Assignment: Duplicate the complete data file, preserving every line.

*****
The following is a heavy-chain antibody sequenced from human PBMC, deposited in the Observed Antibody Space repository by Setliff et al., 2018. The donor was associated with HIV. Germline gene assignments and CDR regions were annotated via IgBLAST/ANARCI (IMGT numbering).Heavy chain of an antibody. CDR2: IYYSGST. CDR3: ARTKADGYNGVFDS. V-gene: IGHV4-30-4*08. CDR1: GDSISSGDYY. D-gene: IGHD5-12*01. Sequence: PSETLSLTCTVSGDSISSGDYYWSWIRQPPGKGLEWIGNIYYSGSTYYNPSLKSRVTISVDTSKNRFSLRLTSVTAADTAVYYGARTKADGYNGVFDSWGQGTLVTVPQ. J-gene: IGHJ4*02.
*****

The following is a heavy-chain antibody sequenced from human PBMC, deposited in the Observed Antibody Space repository by Setliff et al., 2018. The donor was associated with HIV. Germline gene assignments and CDR regions were annotated via IgBLAST/ANARCI (IMGT numbering).Heavy chain of an antibody. CDR2: IYYSGST. CDR3: ARTKADGYNGVFDS. V-gene: IGHV4-30-4*08. CDR1: GDSISSGDYY. D-gene: IGHD5-12*01. Sequence: PSETLSLTCTVSGDSISSGDYYWSWIRQPPGKGLEWIGNIYYSGSTYYNPSLKSRVTISVDTSKNRFSLRLTSVTAADTAVYYGARTKADGYNGVFDSWGQGTLVTVPQ. J-gene: IGHJ4*02.